December 12, 1861 (Thursday)
It had taken the better part of two weeks for the demands of England’s Foreign Secretary John Russell to reach the shores of America. Confederate envoys to England and France, James Mason and John Slidell, had been taken off a British ship on November 8th, over a month ago. With news traveling from England to the United States only as fast as the swiftest steamer, this could indeed be a long process.
But on the morning of this date, the Hansa glided into New York Harbor.1 She carried the letters from Foreign Secretary Russell to Lord Richard Lyons, the British minister to the United States. Lyons was to convey to Seward that England was giving the United States one week to release Mason and Slidell. If the demands went unanswered, Lyons was to leave the states for London.
Along with the demand came letters from Charles Frances Adams, United States ambassador to England, to Secretary of State William Seward, informing him of Britain’s reaction to the Trent Affair. Other letters arrived as well, and soon the press turned its whole attention to the international crisis.2
For the time being, however, the press on both sides of the Atlantic would beat the drums of war and indignation, while neither Secretary Seward nor Minister Lord Lyons said a word about such matters. Since the seizure, both had been tight-lipped, waiting for the official British response. Though it was now on the American continent, it would not arrive in Washington for another seven days. The waiting would wear on Seward.3
Skirmish in Western Virginia – Preparations for the Next Day
General Stonewall Jackson had requested the assistance of General Lorning and his Army of the Northwest over three weeks past. Jackson, wanting a winter campaign against Romney, possibly taking it to the hills of western Virginia, desperately needed more men to pull it off. Loring had agreed, though reluctantly, and was slowly moving out of his camp east of the Greenbrier River.
With Loring headed towards Jackson, he left a small force of 1,200 under Col. Edward Johnson at the summit of Allegheny Mountain, along the Staunton-Parkersburg Turnpike. Opposing him was a Union force of 2,000 under General Robert Milroy at Cheat Mountain, twenty miles west.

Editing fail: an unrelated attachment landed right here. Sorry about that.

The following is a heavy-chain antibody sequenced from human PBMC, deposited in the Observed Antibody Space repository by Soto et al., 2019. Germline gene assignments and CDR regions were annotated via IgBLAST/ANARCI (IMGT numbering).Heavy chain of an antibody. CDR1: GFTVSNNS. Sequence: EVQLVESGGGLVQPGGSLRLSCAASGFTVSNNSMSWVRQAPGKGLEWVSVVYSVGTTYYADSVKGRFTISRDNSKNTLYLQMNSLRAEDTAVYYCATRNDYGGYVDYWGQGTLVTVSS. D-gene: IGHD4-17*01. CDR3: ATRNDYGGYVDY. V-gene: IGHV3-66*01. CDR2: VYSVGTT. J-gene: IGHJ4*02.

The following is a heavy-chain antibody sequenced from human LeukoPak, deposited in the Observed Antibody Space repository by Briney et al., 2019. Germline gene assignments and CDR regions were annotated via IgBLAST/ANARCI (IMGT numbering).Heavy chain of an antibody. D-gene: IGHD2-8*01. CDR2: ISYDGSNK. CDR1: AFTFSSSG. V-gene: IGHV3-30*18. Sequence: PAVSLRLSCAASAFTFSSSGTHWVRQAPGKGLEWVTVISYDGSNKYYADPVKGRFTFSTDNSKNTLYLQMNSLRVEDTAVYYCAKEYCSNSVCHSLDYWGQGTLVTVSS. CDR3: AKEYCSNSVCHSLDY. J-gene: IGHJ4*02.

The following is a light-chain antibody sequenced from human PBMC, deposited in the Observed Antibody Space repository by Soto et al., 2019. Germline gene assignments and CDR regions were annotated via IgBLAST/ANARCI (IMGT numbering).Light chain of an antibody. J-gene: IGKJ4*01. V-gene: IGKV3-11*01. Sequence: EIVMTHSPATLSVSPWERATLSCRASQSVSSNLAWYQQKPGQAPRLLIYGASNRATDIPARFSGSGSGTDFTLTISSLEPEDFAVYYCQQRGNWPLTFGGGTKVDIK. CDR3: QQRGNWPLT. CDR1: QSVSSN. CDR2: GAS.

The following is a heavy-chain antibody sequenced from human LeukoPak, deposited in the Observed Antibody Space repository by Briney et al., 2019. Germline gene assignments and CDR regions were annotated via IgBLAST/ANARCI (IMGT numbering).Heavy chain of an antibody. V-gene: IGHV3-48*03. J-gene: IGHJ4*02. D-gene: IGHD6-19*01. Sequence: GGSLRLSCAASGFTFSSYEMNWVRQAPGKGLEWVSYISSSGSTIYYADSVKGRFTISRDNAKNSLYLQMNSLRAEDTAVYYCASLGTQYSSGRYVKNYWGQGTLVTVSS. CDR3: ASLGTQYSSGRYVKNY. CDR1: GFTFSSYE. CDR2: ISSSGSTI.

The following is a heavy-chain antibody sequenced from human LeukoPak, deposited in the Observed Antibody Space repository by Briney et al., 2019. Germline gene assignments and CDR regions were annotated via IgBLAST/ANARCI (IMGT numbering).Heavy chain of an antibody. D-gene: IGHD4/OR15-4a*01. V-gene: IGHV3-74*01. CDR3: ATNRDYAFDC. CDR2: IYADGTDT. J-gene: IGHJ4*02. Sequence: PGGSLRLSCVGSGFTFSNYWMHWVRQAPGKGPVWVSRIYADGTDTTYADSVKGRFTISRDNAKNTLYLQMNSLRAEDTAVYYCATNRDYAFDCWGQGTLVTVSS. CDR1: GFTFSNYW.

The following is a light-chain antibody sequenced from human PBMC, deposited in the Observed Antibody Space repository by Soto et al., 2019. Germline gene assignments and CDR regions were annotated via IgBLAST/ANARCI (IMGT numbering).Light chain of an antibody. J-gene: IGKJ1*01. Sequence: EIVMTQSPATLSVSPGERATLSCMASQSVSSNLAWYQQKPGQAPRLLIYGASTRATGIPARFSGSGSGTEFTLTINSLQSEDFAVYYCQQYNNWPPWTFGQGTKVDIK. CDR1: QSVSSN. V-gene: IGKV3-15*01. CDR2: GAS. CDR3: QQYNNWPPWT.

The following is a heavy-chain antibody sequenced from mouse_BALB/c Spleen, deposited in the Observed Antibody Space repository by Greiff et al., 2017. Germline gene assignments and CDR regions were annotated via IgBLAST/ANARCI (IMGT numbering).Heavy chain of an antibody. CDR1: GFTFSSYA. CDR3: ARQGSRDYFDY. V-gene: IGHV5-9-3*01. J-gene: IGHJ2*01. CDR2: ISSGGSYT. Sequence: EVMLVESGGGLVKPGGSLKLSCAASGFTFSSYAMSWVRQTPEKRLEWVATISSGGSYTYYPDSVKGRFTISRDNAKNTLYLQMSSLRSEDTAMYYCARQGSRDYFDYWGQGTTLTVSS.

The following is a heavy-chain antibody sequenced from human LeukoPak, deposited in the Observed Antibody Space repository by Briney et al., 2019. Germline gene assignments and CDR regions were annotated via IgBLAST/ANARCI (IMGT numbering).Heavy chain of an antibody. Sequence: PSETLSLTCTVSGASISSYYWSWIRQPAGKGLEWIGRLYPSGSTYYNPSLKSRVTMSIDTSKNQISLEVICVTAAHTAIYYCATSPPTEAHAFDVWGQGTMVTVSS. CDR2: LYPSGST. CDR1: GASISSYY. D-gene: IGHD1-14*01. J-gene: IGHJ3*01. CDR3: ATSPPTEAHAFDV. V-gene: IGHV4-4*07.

Since the Battle of Greenbrier River, Confederate and Union pickets had done little more than take a few pot shots at each other. General Milroy was not content in simply building winter quarters while the pickets amused themselves. He had devised a plan to drive the Rebels from their camp for good.
On this date, he sent two companies of Indiana troops to secure the abandoned Confederate fort along the Greenbrier. Waiting for them, however, were 106 Confederates. After a quick ambush, with the Federals sustaining minor casualties, the Rebels scurried from the old fort into the hills. From there, they could see Milroy’s entire force marching down the pike. The scouts quickly made their way back to Camp Allegheny to tell Col. Johnson the news.4
Meanwhile, General Milroy had secured the former Confederate fort, finding it full of the discarded personal effects of its recent inhabitants. Inscribed Bibles, letters from home and other such items humanized the enemy to the Union soldiers this cold evening.
They would not, however, be encamping here. Milroy’s plan, which was, thus far, going according to schedule, allowed for but a rest and a meal before the march towards the Rebels. He had decided to split his force, sending three regiments in a direct assault against the Confederate right, while the other two took a longer route, falling upon the enemy’s left and rear.
The march, which would be either eight or sixteen miles, depending upon the route, would take all night. Milroy’s Federals would be in position to strike at 4am. The Confederates, however, would be waiting.5